Circulating the county: Who's behind the magic of Milwaukee's interlibrary loans?
Have you ever tried to get a book from your favorite branch of the Milwaukee Public Library only to find out that you’ll have to get it transferred from a different location?
Bubbler Talk question asker Joe Pederson of Milwaukee has been doing that a lot before and throughout the pandemic. He’s noticed that his books usually arrive within a day or two, regardless of where they’re coming from.
“So, I think the first time I noticed I was picking up, I think, a graphic novel from the East Branch. And they only had it in Oak Creek,” he explains. “And it showed up a day later, and I was able to pick it up.”
Pederson wants to know: What is this magic? How are books transported throughout the Milwaukee County Federated Library System? So WUWM went to the Central Library to find the answer.
There, Steve Heser, president of the library system, says while circulation overall has been down in the libraries due to the pandemic — because of less in-library foot traffic — requests for books through interlibrary loan has stayed roughly the same.
“With the pandemic, we're still delivering roughly a million books per year,” Heser says. “So, [interlibrary loan] is a widely used service and the volume is unlike anything else you'll see within the state as you can, as you might imagine.”
It all comes down to four people in a small-but-mighty logistics team from Action Logistics, LLC. They’re at the heart of interlibrary loan.
But first, the process starts with people requesting books. Books are organized and sorted based on codes, like a barcode at a grocery store. People can order books in-person, call a ready reference librarian or online through the County Cat “card catalog” system. County Cat also has an app for that. All these ways put a hold on a book.
If there are no holds on a book, the book is kept at its owning library, aka the library that originally circulates the book. But if there is a hold on a book, circulation assistants like Darrell Butler wheel carts out to get it from the shelves, using a paging slip.
“We’re going to take a cart because we do have several dozen books that are on this individual list,” says Butler, who’s on a book retrieval quest for a David Baldacci novel.
The circulation assistants then put the books through the checkout process.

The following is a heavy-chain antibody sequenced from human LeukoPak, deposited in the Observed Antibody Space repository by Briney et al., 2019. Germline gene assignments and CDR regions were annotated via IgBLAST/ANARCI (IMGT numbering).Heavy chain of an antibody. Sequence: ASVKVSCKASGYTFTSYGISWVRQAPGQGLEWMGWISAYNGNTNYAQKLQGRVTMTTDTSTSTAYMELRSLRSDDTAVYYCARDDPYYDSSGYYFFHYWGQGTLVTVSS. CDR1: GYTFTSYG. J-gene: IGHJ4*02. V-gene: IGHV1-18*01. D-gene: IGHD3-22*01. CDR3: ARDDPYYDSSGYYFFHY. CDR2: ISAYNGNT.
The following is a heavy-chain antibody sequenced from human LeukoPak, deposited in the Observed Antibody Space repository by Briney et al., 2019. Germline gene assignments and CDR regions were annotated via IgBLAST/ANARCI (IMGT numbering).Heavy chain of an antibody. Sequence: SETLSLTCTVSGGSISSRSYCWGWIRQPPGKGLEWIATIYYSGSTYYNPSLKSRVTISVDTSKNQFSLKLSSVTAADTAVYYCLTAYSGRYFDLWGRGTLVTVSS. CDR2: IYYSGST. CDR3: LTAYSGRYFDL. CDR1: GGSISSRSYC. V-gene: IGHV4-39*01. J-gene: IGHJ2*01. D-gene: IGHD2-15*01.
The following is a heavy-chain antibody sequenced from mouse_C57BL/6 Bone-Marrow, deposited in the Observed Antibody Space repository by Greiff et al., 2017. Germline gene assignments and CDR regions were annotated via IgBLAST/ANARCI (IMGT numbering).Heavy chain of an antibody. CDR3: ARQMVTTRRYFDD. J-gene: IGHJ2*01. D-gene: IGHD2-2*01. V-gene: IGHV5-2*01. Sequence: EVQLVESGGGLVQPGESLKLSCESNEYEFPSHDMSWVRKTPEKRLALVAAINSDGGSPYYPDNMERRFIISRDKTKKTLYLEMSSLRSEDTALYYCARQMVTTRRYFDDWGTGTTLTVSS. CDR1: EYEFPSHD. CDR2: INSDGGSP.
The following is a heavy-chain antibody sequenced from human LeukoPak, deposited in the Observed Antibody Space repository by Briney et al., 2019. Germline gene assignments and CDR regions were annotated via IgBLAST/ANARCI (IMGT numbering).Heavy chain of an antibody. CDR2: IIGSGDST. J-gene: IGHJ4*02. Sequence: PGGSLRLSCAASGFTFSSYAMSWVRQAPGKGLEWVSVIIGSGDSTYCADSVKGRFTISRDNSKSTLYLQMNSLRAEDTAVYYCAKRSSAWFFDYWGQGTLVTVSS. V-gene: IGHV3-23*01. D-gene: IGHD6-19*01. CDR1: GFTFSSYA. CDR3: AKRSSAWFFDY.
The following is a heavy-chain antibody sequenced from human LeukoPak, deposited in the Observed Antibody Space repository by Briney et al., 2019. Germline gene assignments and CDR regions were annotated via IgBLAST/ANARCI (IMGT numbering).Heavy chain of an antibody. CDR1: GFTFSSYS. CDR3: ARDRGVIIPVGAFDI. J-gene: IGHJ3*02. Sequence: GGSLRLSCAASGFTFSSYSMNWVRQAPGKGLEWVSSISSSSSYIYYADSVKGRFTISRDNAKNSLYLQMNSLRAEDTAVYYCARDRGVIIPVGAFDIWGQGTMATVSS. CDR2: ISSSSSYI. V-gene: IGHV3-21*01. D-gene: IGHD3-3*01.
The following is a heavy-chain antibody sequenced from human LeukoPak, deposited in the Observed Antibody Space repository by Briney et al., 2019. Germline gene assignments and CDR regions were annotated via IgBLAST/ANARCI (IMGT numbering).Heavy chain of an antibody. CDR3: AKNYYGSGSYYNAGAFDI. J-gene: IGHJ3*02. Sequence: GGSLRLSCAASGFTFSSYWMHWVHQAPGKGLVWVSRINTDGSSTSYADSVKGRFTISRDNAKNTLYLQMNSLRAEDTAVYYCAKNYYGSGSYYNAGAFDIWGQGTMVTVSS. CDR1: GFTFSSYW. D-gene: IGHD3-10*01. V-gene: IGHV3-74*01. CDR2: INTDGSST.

But if the books need to go to another branch, they end up at the hub of the interlibrary loan system: One big warehousing room in the lower level of the Central Library.
“This is our sorting room,” explains Heser. “This is space that we leased as part of the Milwaukee County Federated Library System from Milwaukee Public Library, space that we use for sorting materials.”
Heser points out two people — from a four-person logistics team the library system has hired — who are stacking and sorting red and blue bins of books.
The two sorters and two drivers take the bins onto a loading dock. That’s where two, plain, white trucks about the size of a medium to small U-Haul sit waiting. The drivers set out on their missions in the wee hours of the morning, like 5:30, 6 a.m., to different libraries across Milwaukee County.
They keep track of the inventory going in and out during the whole process, as each bin has a numeric code identifying the library it goes to.
“So, they know that this particular bin is going to say, 'East at number 13.' And then that way they can kind of keep track of it, but they also have to keep track of stuff that's coming in and going out on the truck. So, it is it's a very involved process,” says Heser.
“It is like a bodily circulation system,” he continues. "And we rarely have a problem with any of these materials coming in. People, I think, kind of take it for granted, and sometimes we do as staff, but I know we appreciate all the efforts that everybody involved in the process does. It really makes a big difference.”
The team includes Manny Ortiz — he’s been a sorter, driver or both for more than a decade. He shares it takes brawn in addition to brains to maneuver the book bins.
“They range anywhere from 20 pounds up to about 100,” he describes. “Sometimes it's a combination of DVDs, CDs mixing with books, so it's difficult to tell. But you can tell which ones have the books because they're excessively heavy.”
Ortiz agrees that it’s so physical, you really don't need a gym when you have this job.
The drivers take books to all 13 city of Milwaukee library branches and 14 suburban locations. There’s also a drive-thru at the Central Library, and even though they don’t sell hamburgers, it could be a good place to get a Big Macbeth or a Shamrock Shakespeare.
Recently, some of the most popular interlibrary loan books have been: The Four Winds by Kristin Hannah, The Midnight Library by Matt Haig and The Vanishing Half by Brit Bennett.
But whatever library book is your next, and no matter where you pick it up, if you’ve gotten it shipped in from another branch, thank the circulation assistants and four drivers and sorters who’ve made it work.
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